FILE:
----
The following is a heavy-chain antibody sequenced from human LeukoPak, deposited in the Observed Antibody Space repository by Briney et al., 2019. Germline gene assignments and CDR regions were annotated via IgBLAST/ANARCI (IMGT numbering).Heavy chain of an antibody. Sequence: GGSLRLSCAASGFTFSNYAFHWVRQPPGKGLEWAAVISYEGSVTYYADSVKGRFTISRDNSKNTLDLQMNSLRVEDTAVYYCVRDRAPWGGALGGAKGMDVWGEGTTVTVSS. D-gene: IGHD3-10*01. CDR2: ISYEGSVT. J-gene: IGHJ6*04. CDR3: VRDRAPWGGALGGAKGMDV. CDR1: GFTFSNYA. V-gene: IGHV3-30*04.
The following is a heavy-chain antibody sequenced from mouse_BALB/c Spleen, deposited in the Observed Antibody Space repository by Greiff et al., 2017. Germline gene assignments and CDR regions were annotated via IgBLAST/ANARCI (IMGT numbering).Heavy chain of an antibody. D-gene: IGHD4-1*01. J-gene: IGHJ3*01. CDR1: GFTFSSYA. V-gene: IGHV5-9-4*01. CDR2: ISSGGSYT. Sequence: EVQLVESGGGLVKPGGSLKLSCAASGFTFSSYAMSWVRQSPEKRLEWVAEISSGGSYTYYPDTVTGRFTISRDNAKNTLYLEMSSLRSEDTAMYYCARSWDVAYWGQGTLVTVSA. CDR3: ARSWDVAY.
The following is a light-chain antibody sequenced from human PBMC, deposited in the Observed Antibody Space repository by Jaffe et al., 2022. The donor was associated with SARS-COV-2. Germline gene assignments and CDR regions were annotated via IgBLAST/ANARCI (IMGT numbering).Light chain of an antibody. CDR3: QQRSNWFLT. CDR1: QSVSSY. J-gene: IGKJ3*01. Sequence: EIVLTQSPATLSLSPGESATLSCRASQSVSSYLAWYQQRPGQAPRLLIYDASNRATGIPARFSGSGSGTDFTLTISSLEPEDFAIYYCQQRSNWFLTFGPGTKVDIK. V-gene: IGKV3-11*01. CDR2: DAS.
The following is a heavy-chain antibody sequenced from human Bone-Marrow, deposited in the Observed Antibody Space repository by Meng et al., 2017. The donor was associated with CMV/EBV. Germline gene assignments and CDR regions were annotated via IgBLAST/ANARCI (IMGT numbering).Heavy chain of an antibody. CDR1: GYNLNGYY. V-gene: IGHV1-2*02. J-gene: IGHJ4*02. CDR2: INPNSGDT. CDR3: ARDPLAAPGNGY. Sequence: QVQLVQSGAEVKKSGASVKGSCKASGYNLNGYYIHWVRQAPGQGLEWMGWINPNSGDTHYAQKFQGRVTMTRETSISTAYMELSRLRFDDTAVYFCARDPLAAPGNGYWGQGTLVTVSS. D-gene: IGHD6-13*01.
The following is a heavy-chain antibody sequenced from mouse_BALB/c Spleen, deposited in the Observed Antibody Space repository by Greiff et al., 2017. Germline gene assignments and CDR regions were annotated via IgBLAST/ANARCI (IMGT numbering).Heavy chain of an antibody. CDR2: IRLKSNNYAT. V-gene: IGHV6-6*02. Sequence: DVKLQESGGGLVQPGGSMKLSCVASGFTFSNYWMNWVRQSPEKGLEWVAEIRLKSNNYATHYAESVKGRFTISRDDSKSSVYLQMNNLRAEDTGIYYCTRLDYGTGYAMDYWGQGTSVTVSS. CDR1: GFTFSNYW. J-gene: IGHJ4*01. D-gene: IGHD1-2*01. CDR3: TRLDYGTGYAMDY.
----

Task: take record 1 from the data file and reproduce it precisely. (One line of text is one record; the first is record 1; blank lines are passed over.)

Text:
The following is a heavy-chain antibody sequenced from human LeukoPak, deposited in the Observed Antibody Space repository by Briney et al., 2019. Germline gene assignments and CDR regions were annotated via IgBLAST/ANARCI (IMGT numbering).Heavy chain of an antibody. Sequence: GGSLRLSCAASGFTFSNYAFHWVRQPPGKGLEWAAVISYEGSVTYYADSVKGRFTISRDNSKNTLDLQMNSLRVEDTAVYYCVRDRAPWGGALGGAKGMDVWGEGTTVTVSS. D-gene: IGHD3-10*01. CDR2: ISYEGSVT. J-gene: IGHJ6*04. CDR3: VRDRAPWGGALGGAKGMDV. CDR1: GFTFSNYA. V-gene: IGHV3-30*04.